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Low till system uses drone to crop walk

Peter Nickols farms in partnership with his cousin and nephew at Willow Farm in Lincolnshire. D E Nickols and Sons Ltd farms 430 hectares with half dedicated to winter wheat. This is complemented by a mixture of break crops including OSR, spring beans, winter beans, spring oats, sugar beet and 2020 is the first year the farm is growing winter linseed. By using technology to change his farming system Mr Nickols is reducing soil compaction and chemical use to improve his soil health.

Mr Nickols has been gradually changing his cultivation techniques from a plough-based system to minimum tillage. As part of the move he has invested in drone software to monitor the crops more frequently and efficiently. “We are on the edge of the Fens and the land is perfectly flat so it’s easy to fly a drone and keep line of sight,” he says. “The soil ranges from sandy loams to heavy clays, and we have everything in between. We wanted to reduce stress on the soil by moving to a very low or zero till system, but we were also conscious that this would take time, so we looked for ways to time save in other areas,” he explains.

The aim was to save time crop walking, but we have since established it is capable of much more. I started early in 2020 and I was able to cover large areas of the farm very quickly. The drone can fly to as many points in the field as I choose, and it does it all in minutes compared to the hours it would take me on foot.

Skippy Scout is a phone or tablet based app that can be used to fly a drone. “I read about it in one of the farming magazines and immediately wanted to try it. The aim was to save time crop walking, but we have since established it is capable of much more,” he says. Mr Nickols imported his field maps to the app and began choosing points in the fields for the drone to fly to. “I started early in 2020 and I was able to cover large areas of the farm very quickly. The drone can fly to as many points in the field as I choose, and it does it all in minutes compared to the hours it would take me on foot,” he says.

Mr Nickols has a good eye for machinery and technology having previously run a family machinery business. “We had Willow Farm Machinery for a few years, but it was taking our attention away from the farm. I wanted to use our machinery connections to change the kit on the farm and pursue a low tillage system,” he explains. The farm has invested in a Vaderstad carrier 650 and a six metre Weaving GD drill amongst other specialist low tillage equipment. “It is important to have the right machinery and we wanted to invest in the future of our soil,” says Mr Nickols.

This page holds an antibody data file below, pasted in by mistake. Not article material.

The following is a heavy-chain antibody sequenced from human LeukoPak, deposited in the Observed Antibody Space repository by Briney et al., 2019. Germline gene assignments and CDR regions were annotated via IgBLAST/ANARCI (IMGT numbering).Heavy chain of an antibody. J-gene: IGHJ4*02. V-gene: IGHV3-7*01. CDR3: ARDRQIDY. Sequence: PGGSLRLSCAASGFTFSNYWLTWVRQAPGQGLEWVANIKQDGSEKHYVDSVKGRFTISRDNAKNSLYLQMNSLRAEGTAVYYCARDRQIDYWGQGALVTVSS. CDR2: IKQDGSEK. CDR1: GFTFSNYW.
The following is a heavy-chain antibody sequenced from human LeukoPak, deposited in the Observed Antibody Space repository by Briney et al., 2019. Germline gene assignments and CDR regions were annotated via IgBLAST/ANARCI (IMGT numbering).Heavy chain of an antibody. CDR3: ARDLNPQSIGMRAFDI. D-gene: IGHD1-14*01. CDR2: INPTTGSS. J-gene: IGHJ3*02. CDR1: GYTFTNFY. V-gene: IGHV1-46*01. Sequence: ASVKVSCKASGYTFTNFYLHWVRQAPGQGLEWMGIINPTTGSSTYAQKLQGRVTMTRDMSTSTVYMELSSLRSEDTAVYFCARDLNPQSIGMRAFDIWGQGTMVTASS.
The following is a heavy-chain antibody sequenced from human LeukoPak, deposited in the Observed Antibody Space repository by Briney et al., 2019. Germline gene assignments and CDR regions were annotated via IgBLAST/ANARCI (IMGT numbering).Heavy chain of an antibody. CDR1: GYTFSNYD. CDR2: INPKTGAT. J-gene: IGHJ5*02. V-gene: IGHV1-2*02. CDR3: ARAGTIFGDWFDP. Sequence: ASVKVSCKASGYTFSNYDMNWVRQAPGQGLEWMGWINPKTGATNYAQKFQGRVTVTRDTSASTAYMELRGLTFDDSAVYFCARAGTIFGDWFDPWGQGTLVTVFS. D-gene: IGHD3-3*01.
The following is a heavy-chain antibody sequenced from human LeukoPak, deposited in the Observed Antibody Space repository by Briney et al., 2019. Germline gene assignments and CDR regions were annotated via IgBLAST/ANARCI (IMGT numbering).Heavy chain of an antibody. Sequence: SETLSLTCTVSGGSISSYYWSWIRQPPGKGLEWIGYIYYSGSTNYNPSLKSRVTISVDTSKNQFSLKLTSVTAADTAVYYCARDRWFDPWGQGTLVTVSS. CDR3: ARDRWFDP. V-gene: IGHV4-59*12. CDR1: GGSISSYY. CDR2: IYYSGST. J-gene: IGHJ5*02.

This year is the first year he has not ploughed a single field. “Changing the cultivation technique is definitely helping the soil, and it is also helping us with black grass too,” says Mr Nickols. By subsoiling and not ploughing he believes he is keeping the black grass seed bank down. “In the past there have been times when we have had to spray large areas of a field off, but the last couple of years have been much better,” he says. 

I can use my drone to look for problems with a crop, once I am aware of any issues, I can then adapt my methods to suit. I think we [farmers] are going to have to change our methods to survive and technology is offering so many answers. I’m really encouraged by the investments I have made, and I will never look back.

Monitoring yellow rust in the wheat crop has been a particular concern for Mr Nickols. However, by using his drone he is able to spot it earlier and spray more effectively. “Using the drone, I can pop out early and send it to a couple of fields that I know have been problematic in the past. This way I can also build up data about a specific crop and field,” he says. The images he receives from the drone are high resolution and can be zoomed in on to look for signs of rust. “It is the best way I can see all of my crops with the time I have available and is enabling me to look at crops much more often than used to,” he adds.

Following the ban on neonicotinoid use, Mr Nickols has been concerned about his sugar beet and OSR crops. “Since losing the neo-nics we have seen a huge difference in the virus yellows and this year it the first time we won’t make quota with sugar beet,” he says. However, this year he has monitored the OSR crop more closely and frequently using his drone. “I can pick up flea beetles on the OSR using the drone too. Last year we had terrible trouble with flea beetle, but I have been able to react more quickly this year and we just don’t seem to have the same issues,” he adds. 

Skippy Scout is helping Mr Nickols’s to get more out of his Gatekeeper software. “I can save the images and cross reference the data with Gatekeeper to remind me how crops have performed year on year,” he says. Skippy Scout is able to analyse the images and provide an accurate green area index. It can also count plants to provide him with the data he needs to make decisions. “I’ve never got enough time to walk crops. Especially now when we are drilling, cultivating, and spraying. Being able to use the drone means that I can see the crop and get all my other work done,” he says. 

Mr Nickols is combining new machinery with John Deere tractors running on RTK and StarFire. He has also invested in Yara’s new N-Sensor. “We are saving in chemicals because the technology has moved on to help us,” he says. “I can use my drone to look for problems with a crop, once I am aware of any issues, I can then adapt my methods to suit. I think we [farmers] are going to have to change our methods to survive and technology is offering so many answers. I’m really encouraged by the investments I have made, and I will never look back,” he concludes.

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